Trinity Cathedral. South gallery portal. August 24, 2016

Work also began in the mid-18th century on a large free-standing bell tower just to the west of the Trinity Cathedral. Its style shows Baroque features typical in 18th-century provincial architecture. In 1854, a small treasury was added to the tower’s south façade, visible in my photograph. The Trinity Cathedral was closed in the Soviet period and eventually given to the local history museum, which occupies the premises to this day. The museum transfer enabled the preservation of much of the Baroque interior decoration.

Ostashkov. View from Voroni Island. Center: Cathedral ensemble. Far left: Znamenskii Monastery. Early summer 1910

In the 1970s, a restoration supervised by Vladimir Yakubeni returned the exterior of the Trinity Cathedral to what was considered its original form. Of special interest is the roofline, which regained its two rows of festive zakomary gables beneath the five cupolas seen in my photograph. The brick walls were painted bright red with white trim, a style typical in the 17th century. Prokudin-Gorsky’s photograph shows whitewashed walls, which provided a suitable background for the 19th -century paintings within the zakomary gables (now effaced).

Resurrection Church. West view. August 24, 2016

The nearby Resurrection Church, located just to the southwest of the Trinity, was begun slightly earlier, in 1677, with the support of the St. Joseph Volotsky Monastery. Consecrated in 1689, the church had secondary altars dedicated to the Nativity of John the Baptist, St. Joseph Volotsky, the Dormition of the Virgin and the Nativity of Christ.

Like its neighbor, the Resurrection Church (which is sometimes referred to as a cathedral) was a relatively simple cuboid structure crowned with zakomary and five cupolas. It too gained a one-story enclosed gallery in the mid-18th century. The interiors of both churches were redone with exuberant Baroque decoration in the latter part of the 18th century.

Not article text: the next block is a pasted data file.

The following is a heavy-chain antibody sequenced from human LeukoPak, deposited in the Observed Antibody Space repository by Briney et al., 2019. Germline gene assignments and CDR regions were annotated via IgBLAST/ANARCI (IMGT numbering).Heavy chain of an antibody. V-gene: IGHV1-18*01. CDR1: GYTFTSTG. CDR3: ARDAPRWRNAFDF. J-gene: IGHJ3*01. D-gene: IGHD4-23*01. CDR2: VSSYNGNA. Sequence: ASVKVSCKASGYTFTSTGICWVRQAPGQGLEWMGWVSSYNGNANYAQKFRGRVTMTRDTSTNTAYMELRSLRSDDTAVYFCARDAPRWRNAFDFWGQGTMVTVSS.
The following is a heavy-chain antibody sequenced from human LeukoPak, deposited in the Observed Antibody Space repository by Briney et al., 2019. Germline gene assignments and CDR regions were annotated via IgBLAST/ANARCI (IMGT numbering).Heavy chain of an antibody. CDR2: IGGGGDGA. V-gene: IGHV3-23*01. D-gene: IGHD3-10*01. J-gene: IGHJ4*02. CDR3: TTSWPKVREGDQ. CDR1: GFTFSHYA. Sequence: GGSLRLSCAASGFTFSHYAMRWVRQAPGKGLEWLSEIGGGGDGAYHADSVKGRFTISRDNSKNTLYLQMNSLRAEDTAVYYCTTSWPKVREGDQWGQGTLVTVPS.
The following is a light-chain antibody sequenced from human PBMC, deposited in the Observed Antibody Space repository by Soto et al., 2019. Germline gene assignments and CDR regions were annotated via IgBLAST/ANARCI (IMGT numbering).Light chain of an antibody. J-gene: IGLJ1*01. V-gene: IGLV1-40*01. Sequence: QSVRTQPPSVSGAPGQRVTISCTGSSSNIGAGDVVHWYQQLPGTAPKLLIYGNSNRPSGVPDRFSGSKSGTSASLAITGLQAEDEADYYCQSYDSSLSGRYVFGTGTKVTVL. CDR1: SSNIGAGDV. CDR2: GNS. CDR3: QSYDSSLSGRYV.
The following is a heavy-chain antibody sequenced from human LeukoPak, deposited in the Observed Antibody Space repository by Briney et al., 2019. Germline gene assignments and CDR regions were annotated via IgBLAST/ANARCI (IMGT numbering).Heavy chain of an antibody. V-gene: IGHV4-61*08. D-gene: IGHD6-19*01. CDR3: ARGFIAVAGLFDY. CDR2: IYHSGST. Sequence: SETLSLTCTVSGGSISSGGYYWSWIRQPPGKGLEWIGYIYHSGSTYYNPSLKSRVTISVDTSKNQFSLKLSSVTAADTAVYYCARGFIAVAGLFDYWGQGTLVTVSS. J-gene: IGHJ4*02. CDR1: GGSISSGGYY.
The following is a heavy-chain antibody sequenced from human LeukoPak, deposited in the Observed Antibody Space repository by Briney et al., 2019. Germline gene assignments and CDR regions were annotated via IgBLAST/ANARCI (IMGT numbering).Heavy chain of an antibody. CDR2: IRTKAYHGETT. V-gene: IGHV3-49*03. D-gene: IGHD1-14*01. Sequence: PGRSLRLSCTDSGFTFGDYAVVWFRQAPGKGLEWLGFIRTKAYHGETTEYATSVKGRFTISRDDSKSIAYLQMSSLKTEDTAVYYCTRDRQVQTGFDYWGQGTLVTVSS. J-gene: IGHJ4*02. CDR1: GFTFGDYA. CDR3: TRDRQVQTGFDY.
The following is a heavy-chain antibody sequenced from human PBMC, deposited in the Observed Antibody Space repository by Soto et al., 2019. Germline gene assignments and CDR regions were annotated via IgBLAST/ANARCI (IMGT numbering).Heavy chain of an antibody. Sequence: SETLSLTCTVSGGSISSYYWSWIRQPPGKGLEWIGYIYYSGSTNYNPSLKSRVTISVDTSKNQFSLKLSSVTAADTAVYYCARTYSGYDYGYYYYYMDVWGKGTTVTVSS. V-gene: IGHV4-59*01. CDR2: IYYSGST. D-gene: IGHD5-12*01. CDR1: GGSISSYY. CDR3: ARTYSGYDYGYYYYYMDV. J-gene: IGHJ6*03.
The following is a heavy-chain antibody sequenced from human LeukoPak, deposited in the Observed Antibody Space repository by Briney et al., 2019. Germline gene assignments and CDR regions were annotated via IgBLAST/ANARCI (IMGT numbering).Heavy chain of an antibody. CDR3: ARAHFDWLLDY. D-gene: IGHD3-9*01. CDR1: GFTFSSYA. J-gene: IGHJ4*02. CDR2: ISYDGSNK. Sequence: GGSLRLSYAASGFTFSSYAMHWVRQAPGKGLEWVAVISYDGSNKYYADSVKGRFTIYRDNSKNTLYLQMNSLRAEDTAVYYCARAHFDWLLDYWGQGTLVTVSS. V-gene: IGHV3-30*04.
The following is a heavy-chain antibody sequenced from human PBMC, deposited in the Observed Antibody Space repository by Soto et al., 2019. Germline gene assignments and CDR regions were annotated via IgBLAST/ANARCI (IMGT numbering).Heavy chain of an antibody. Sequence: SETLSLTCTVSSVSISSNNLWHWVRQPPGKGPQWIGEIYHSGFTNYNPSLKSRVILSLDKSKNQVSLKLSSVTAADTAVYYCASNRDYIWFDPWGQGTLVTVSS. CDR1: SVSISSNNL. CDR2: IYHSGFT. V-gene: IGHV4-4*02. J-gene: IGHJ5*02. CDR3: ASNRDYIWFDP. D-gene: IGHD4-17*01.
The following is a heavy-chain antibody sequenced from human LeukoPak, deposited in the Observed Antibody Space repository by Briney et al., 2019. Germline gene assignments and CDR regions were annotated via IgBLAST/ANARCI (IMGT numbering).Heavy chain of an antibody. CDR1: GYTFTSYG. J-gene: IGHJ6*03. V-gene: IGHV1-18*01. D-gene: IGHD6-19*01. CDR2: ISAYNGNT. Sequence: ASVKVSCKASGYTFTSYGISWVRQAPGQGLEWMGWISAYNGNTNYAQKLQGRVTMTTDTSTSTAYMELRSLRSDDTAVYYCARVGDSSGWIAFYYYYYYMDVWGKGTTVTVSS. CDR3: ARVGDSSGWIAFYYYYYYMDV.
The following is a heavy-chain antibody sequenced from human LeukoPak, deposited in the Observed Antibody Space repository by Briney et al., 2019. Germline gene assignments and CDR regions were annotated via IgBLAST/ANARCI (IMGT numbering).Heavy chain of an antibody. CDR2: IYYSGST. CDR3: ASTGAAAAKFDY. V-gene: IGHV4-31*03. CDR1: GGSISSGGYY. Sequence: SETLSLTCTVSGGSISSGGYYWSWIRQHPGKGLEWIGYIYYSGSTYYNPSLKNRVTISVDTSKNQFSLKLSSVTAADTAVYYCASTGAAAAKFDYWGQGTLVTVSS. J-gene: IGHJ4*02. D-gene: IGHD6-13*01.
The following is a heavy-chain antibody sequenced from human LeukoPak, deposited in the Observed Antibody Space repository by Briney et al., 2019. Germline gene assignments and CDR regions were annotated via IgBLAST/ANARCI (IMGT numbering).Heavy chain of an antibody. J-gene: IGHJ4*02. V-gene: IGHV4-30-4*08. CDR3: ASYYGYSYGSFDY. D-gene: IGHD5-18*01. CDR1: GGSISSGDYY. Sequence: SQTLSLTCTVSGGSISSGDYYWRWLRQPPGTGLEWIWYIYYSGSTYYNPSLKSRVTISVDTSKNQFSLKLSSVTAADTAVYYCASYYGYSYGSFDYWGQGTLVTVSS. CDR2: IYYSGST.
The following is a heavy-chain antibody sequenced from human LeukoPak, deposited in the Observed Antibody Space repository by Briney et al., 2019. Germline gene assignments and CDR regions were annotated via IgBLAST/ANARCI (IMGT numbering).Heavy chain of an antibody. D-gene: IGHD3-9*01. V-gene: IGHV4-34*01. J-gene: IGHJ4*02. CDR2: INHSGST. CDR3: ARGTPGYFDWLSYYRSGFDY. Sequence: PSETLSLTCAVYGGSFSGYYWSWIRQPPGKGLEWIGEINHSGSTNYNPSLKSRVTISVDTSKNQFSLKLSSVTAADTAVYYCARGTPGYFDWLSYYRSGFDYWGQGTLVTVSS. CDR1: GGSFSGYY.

During the Soviet period, the Resurrection Church was less fortunate than the Trinity. It was converted to a mechanical workshop, yet much of the interior wall ornamentation improbably survived. The main altar has been reconsecrated, although the workshop remained inside as of my visit in 2016. It should be noted that the Resurrection Church and the two bell towers appear in Prokudin-Gorsky’s work only in his distant view from Voroni Island. Nonetheless, this prospective provides information on the relation of the four elements to each other.

Bell tower of Resurrection Church, south view. Right: west porch of Resurrection Church with upper tier of Trinity Cathedral bell tower in background. August 24, 2016

Ostashkov has lost much of its economic base. Since 1989, the population has decreased by over a third. On the positive side, the Orthodox Church has quietly embarked on restoration efforts, and the region’s St. Nilus Monastery has created an increase in tourism. Enormous work is still required to restore the town’s central architectural ensemble.

In the early 20th century the Russian photographer Sergei Prokudin-Gorsky devised a complex process for color photography. Between 1903 and 1916 he traveled through the Russian Empire and took over 2,000 photographs with the process, which involved three exposures on a glass plate. In August 1918, he left Russia and ultimately resettled in France with a large part of his collection of glass negatives. After his death in Paris in 1944, his heirs sold the collection to the Library of Congress. In the early 21st century the Library digitized the Prokudin-Gorsky Collection and made it freely available to the global public. A number of Russian websites now have versions of the collection. In 1986 the architectural historian and photographer William Brumfield organized the first exhibit of Prokudin-Gorsky photographs at the Library of Congress. Over a period of work in Russia beginning in 1970, Brumfield has photographed most of the sites visited by Prokudin-Gorsky. This series of articles will juxtapose Prokudin-Gorsky’s views of architectural monuments with photographs taken by Brumfield decades later.